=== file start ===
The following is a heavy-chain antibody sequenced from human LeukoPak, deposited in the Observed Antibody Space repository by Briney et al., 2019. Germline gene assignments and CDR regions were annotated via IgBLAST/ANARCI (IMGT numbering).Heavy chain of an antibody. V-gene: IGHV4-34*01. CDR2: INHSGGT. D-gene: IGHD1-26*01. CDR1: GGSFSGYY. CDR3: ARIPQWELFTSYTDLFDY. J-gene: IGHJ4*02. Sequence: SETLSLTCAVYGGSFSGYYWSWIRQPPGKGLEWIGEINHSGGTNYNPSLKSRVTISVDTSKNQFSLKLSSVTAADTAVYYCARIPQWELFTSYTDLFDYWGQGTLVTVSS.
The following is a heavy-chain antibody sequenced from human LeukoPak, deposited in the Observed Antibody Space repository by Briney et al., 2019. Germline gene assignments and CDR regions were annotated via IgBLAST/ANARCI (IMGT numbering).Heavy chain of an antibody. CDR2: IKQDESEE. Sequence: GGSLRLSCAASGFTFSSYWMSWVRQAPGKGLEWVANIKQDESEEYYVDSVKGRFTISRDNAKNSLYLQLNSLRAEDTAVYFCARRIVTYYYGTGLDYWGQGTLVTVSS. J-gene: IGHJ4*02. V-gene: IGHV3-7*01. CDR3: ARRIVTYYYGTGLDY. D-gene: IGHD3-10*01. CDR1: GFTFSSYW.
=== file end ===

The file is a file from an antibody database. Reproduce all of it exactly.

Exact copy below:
The following is a heavy-chain antibody sequenced from human LeukoPak, deposited in the Observed Antibody Space repository by Briney et al., 2019. Germline gene assignments and CDR regions were annotated via IgBLAST/ANARCI (IMGT numbering).Heavy chain of an antibody. V-gene: IGHV4-34*01. CDR2: INHSGGT. D-gene: IGHD1-26*01. CDR1: GGSFSGYY. CDR3: ARIPQWELFTSYTDLFDY. J-gene: IGHJ4*02. Sequence: SETLSLTCAVYGGSFSGYYWSWIRQPPGKGLEWIGEINHSGGTNYNPSLKSRVTISVDTSKNQFSLKLSSVTAADTAVYYCARIPQWELFTSYTDLFDYWGQGTLVTVSS.
The following is a heavy-chain antibody sequenced from human LeukoPak, deposited in the Observed Antibody Space repository by Briney et al., 2019. Germline gene assignments and CDR regions were annotated via IgBLAST/ANARCI (IMGT numbering).Heavy chain of an antibody. CDR2: IKQDESEE. Sequence: GGSLRLSCAASGFTFSSYWMSWVRQAPGKGLEWVANIKQDESEEYYVDSVKGRFTISRDNAKNSLYLQLNSLRAEDTAVYFCARRIVTYYYGTGLDYWGQGTLVTVSS. J-gene: IGHJ4*02. V-gene: IGHV3-7*01. CDR3: ARRIVTYYYGTGLDY. D-gene: IGHD3-10*01. CDR1: GFTFSSYW.